Nonprofit Market Street Books Turns Five

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Photo: RJ Paul

Kathryn Henderson bought a travel bookstore, World Traveler Books and Maps, in Chapel Hill, North Carolina, in 2002. In the five years since, she has changed the business' location twice, given it a new name, and transformed its mission. On Friday, December 21, Henderson's Market Street Books, now a nonprofit, will celebrate its fifth anniversary by awarding door prizes and serving refreshments. The schedule of events includes a string quartet, readings by local authors, face painting, and a children's improv session.

Henderson started her bookselling career at World Traveler and within two years bought the store. Soon after, she moved the bookstore to the more pedestrian-friendly Market Street and renamed the business Market Street Books and Maps. The problem with being a travel bookstore, she said, was that business was great during the travel season but quiet otherwise. Henderson decided to transform the business into a full-service general bookstore with a travel-and-maps section. In the spring of 2006, Market Street Books moved again, dropped its travel section for the most part, and became a North Carolina nonprofit.

"It's an interesting business model," Henderson said. "In addition to being a general bookstore, we also have excellent instructors teaching classes on writing, art, and kids' art. The same space works for an oil painting class, a tai chi class, and a memoir class. We have author events a couple of nights a week and music on the weekends. We also had two full professional theater productions."

Henderson had previous experience as the manager of a nonprofit, so she was comfortable with the model. The benefits of becoming a nonprofit business recognized by North Carolina includes the right to request its state sales tax be returned and to apply for state arts grants. Henderson said that she hopes to use grant money to bring in performers. "We've got such a great performance space, and we're in the process of establishing a regular ongoing, performance cycle. We live in an area with a ridiculous number of talented musicians and actors," she said. The organizational structure has also enabled Market Street Books to apply for 501(c)(3) status.

Henderson, an American who spent her formative years in Oslo, Norway (her father worked at the Norwegian Embassy), said she modeled Market Street after a bookstore she frequented as a child. "I had the picture of that [Oslo] bookstore in my head," she said. "It was just what you think of when you imagine the quintessential neighborhood bookstore. People often describe our store as a quintessential bookstore. I know everyone's name, their children's names...." Henderson said expanding Market Street to serve as a full-fledged community center seemed a "natural fit."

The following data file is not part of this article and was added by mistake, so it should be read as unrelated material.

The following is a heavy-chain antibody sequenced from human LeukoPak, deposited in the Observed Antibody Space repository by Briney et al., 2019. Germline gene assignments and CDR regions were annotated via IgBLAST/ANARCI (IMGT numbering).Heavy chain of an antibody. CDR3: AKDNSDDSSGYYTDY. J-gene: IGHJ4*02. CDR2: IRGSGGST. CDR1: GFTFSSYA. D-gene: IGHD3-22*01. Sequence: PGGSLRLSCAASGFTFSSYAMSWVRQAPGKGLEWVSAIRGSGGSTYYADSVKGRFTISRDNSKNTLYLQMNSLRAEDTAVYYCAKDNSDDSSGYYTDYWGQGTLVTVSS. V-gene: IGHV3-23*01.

The bookstore's new location, with 2,200 square feet of selling space, is about one-third larger than the previous site, and is a "beautiful space," said Henderson. "It's got windows on three sides.... We have bookcases that roll, which make it possible to have a performance space here. We can set up in 10 minutes tops with two people. It's flexible."

In addition to adding the performance space, Market Street capitalized on the extra room by adding a 200-square-foot newsstand, card, and candy shop. "I knew it would add traffic, and I wanted to bring in a consumable," Henderson explained. "Not a lot of people need five copies of A Tale of Two Cities, but sometimes they need five greeting cards in a month, or in a week. It adds up really fast. And it's a natural tie-in. I think it's a good investment, and they're fun."

Market Street also does well with the Book Sense Gift Cards, said Henderson. "People give them to kids as gifts. People also like sending to them if they've got, say, a sister-in-law in Denver, and they want to send her something she'll use at Tattered Cover. We're not far from Quail Ridge, so sometimes someone will buy a card for a friend in Raleigh. We encourage it. Quail Ridge is a good friend of ours."

Henderson said that Quail Ridge Books & Music owner Nancy Olson and staff members Sarah Godin and René Martin were indispensable when she was first launching her business and have been a great help throughout the bookstore's five years. "I can't even begin to thank them. Nancy always made me feel like a professional bookseller, even when I was not," she explained. "To this day, if I have a question, I don't hesitate to call."

Along with its many arts programs and performance events, Market Street shows the work of a different local artist each month. It also introduced "Peepfest," which honored the pastel marshmallow candies with verse. "We put Peeps all around the store, and handed everyone Peep-colored paper to write poems about them.

"It started out as something fun and silly, but it got people to write poetry. It's a good way to describe the overall mission of the community center. Anything that we can do to give people an opportunity to express their creativity that's fun and makes sense to them, that's what we're trying to do here." --Karen Schechner